So, if you are seeing a response at all, then it is result of the numerical inaccuracies and not something physical.

If we substitute Fourier's Law for flux to put in terms of a temperature potential, we obtain:

$$\nabla \cdot {\mathbf{q}} = \nabla \cdot \left( { - {\mathbf{k}}\nabla T} \right) = \nabla \cdot \left( { - {\mathbf{k}}\nabla \left( {T + constant} \right)} \right)$$

The problem with this is that there is no unique solution because you can add an infinite number of constants to the temperature and still satisfy the equation. The way to obtain a unique solution is to add a Dirichlet or Robin condition on one of the boundaries and let the solver solve for the flux that balances the solution.

The following is a workflow that solves for the steady-state flux:

Needs["NDSolve`FEM`"]
Needs["OpenCascadeLink`"]
a = ImplicitRegion[True, {{x, -1, 1}, {y, -1, 1}, {z, 0, 1}}];
b = Cylinder[{{0, 0, -1/5}, {0, 0, 0}}, (650/1000)/2];
c = Cylinder[{{1, 1, -1/5}, {1, 1, 0}}, 650/1000];
d = Cylinder[{{-1, 1, -1/5}, {-1, 1, 0}}, 650/1000];
e = Cylinder[{{1, -1, -1/5}, {1, -1, 0}}, 650/1000];
f = Cylinder[{{-1, -1, -1/5}, {-1, -1, 0}}, 650/1000];
shape0 = OpenCascadeShape[Cuboid[{-1, -1, 0}, {1, 1, 1}]];
shape1 = OpenCascadeShape[b];
shape2 = OpenCascadeShape[c];
shape3 = OpenCascadeShape[d];
shape4 = OpenCascadeShape[e];
shape5 = OpenCascadeShape[f];
shapeint = OpenCascadeShape[Cuboid[{-1, -1, -1}, {1, 1, 1}]];
union = OpenCascadeShapeUnion[shape0, shape1];
union = OpenCascadeShapeUnion[union, shape2];
union = OpenCascadeShapeUnion[union, shape3];
union = OpenCascadeShapeUnion[union, shape4];
union = OpenCascadeShapeUnion[union, shape5];
int = OpenCascadeShapeIntersection[union, shapeint];
bmesh = OpenCascadeShapeSurfaceMeshToBoundaryMesh[int];
groups = bmesh["BoundaryElementMarkerUnion"];
temp = Most[Range[0, 1, 1/(Length[groups])]];
colors = ColorData["BrightBands"][#] & /@ temp;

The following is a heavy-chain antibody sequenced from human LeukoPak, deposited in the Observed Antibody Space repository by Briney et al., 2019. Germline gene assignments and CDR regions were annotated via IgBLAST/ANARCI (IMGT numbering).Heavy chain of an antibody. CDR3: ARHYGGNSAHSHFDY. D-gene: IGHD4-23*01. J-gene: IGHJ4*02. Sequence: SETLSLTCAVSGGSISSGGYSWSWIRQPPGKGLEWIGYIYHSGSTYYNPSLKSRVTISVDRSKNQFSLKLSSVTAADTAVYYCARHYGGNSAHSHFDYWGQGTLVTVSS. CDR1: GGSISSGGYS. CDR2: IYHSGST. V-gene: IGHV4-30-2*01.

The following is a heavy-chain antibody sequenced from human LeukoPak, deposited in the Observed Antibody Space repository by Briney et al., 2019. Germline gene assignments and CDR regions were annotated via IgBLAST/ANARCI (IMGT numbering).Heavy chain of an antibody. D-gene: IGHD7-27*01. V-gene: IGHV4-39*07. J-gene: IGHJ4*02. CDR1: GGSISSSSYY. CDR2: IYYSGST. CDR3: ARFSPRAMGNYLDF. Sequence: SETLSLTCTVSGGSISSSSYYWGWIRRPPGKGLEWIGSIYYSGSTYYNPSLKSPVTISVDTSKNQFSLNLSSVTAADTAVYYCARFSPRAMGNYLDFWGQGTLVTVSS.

bmesh["Wireframe"["MeshElementStyle" -> FaceForm /@ colors]]
mesh = ToElementMesh[bmesh];
mesh["Wireframe"]
nv = NeumannValue[4, (x)^2 + (y)^2 < 1.01 (650/1000/2)^2 && z == -1/5];
dc = DirichletCondition[
   u[x, y, z] == 0, (x)^2 + (y)^2 > 1.01 (650/1000/2)^2 && z == -1/5];
op = Inactive[
    Div][{{-9000, 0, 0}, {0, -9000, 0}, {0, 0, -9000}}.Inactive[Grad][
     u[x, y, z], {x, y, z}], {x, y, z}];
ufun3d = NDSolveValue[{op == nv, dc}, u, {x, y, z} \[Element] mesh];
ContourPlot[ufun3d[xy, xy, z], {xy, -Sqrt[2], Sqrt[2]}, {z, -0.2, 1}, 
 ClippingStyle -> Automatic, AspectRatio -> Automatic, 
 PlotLegends -> Automatic, PlotPoints -> {75, 50}]

The Mathematica (Top) result compares favorably to other FEM solver's such as Altair's AcuSolve (Bottom):

img = Uncompress[
   "1:eJzt2+tP02cUB/\
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sEnI/AbwqL7WNaH4B6suwZZJ7ZeRmQr1C0w1iO+\
CskVOORAjh0223hB3mjB8eFC673CnFtFRzuLslvtRxrtmc7iDEdJen5JmqU09dfS5MSyJH\
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TZjaxU9dIuG6SOkRGX0ia0BYB4VtWJT8LcqfC+crUTsuml7HN4/ua35sbnqwt/\
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aI6twdVZbwqkNhZ1K3OFPDKjMVFRblyXxNWbGhuNxU6Iy31SXktqRY29ItHVnZ3TmHe20Z\
A8VpD06mjJxOYk7MiTkxJ+\
bEnJgTc2JOzIk5MSfmxJyYE3NiTsyJOTEn5sScmBNzYk7MiTkxJ+\
bEnJgTc2JOzIk5MSfmxJyYE3NiTsyJOTEn5sScmBNzYk7MiTkxp/8dJ/\
kMIgrVGlRKrRS1VhsnKSV9oNzDNQwxx/17rOfuZEa1ZPB0Fd/\
o1Dq9PEYRKcndd3qyNSHvLX3436WfTDLo1MY4lU6rMrlm7625LwDd/+nVkmKPSqt89/\
KD3ii9BWHVFNA="];
dims = ImageDimensions[img];
colors2 = 
  RGBColor[#] & /@ 
   ImageData[img][[IntegerPart@(dims[[2]]/2), 1 ;; -1]];
DensityPlot[
 ufun3d[X/Sqrt[2], X/Sqrt[2], 
  z], {X, -(Sqrt[2]), (Sqrt[2])}, {z, -0.2, 1}, 
 ColorFunction -> (Blend[colors2, #] &), PlotLegends -> Automatic, 
 PlotPoints -> {150, 100}, PlotRange -> All, AspectRatio -> Automatic,
  Background -> Black, ImageSize -> Large]